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Thursday, February 7, 2013

Teams will not understand Pirelli's until Spanish GP

Back at the launch of the Pirelli 2013 F1 tyres in late January the company stated that they expected all the teams to have a good idea of the tyres from the first race of the season.
Pirelli launch their 2013 range with the help of Jean Alesi
Copyright Pirelli F1
In a post on 25th January 2013, having asked Pirelli a couple of questions, I said:
just as last year, they will be testing them in European late Winter/early Spring conditions.  I'm going to assume that this will once again lead to a lottery in Australian, Malaysian, Chinese and Bahrain weather conditions which are likely to see temperatures significantly higher than the teams experience in their February pre-season testing...lack of continuity in the tyre compounds may well mean that, for the second season running we don't see the best cars battling it out at the front as tyre strategies are likely to determine the early race outcomes once again
Much as I like to harp on about my great insight into the sport I have to say that my only expertise in this area is from watching races and listening to F1 teams and drivers discuss the problems they are encountering with the tyres, particularly at the start of last season.

It appears that I was absolutely right.  Paul Hembrey of Pirelli (I presume, in conversation with journalists in Jerez as I haven't received any press release from Pirelli, nor have they put one on their website) is quoted on F1Fanatic as saying:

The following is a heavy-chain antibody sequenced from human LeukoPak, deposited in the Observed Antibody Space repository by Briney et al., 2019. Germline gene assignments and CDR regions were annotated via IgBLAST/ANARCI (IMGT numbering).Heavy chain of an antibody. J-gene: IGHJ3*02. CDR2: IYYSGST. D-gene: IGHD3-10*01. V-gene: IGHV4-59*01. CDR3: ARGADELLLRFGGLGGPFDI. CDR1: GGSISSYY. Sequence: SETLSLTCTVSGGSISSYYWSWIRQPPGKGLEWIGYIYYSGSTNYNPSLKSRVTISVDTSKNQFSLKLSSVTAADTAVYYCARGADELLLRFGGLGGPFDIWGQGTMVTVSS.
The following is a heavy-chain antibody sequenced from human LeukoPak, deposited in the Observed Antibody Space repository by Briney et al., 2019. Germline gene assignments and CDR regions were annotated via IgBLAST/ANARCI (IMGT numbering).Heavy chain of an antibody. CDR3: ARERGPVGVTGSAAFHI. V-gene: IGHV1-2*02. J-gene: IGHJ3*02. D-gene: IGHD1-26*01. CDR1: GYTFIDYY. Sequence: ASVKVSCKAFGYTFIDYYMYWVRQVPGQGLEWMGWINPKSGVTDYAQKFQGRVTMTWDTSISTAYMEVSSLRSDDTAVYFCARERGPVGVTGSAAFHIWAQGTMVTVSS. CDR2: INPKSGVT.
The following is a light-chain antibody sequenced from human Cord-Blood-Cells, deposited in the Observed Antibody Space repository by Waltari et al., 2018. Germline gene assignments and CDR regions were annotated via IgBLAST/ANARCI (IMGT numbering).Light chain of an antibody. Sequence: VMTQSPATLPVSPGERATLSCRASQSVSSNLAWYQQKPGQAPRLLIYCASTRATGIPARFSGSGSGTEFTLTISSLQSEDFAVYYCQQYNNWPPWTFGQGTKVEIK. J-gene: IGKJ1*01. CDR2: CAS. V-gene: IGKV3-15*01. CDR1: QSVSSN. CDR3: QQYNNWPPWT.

"here it’s really still quite chilly in the air which suggests that going further north again we’ll have the issues we had last year of being very cold, particularly in the morning and even when you get past midday we were finding large parts of the track were in the shadow in Barcelona and you’re going from warm to very cold...I think we’d all say in the team that it’s until we get to probably China in particular that we think we’d have a good indication when we get to a faster track, a track where we’ve got more downforce, downforce is more important in the corners, high speed corners, that’s when we’ll really get a better idea of what the season’s going to look like"
What he would appear to be saying is Pirelli themselves won't really know what's going on with the tyres until China.  If that's the case we can't really expect the teams to understand them until Spain again this year.  So we can look forward to a lottery amongst the top four or five teams for the first four races, look for another Williams win in Barcelona, another Webbo win in Monaco, and then the teams can begin to approach the rest of the races in a strategic manner, with some understanding of the tyres.

Last year after Jerez Pirelli said the following:
But as the temperatures in Jerez were very low and the teams have also concentrated on other areas than tyres, it’s too early to draw any detailed conclusions. We’ll see more tyre development work at the next test in Barcelona, as together with the teams, we fully understand the implications of the latest rules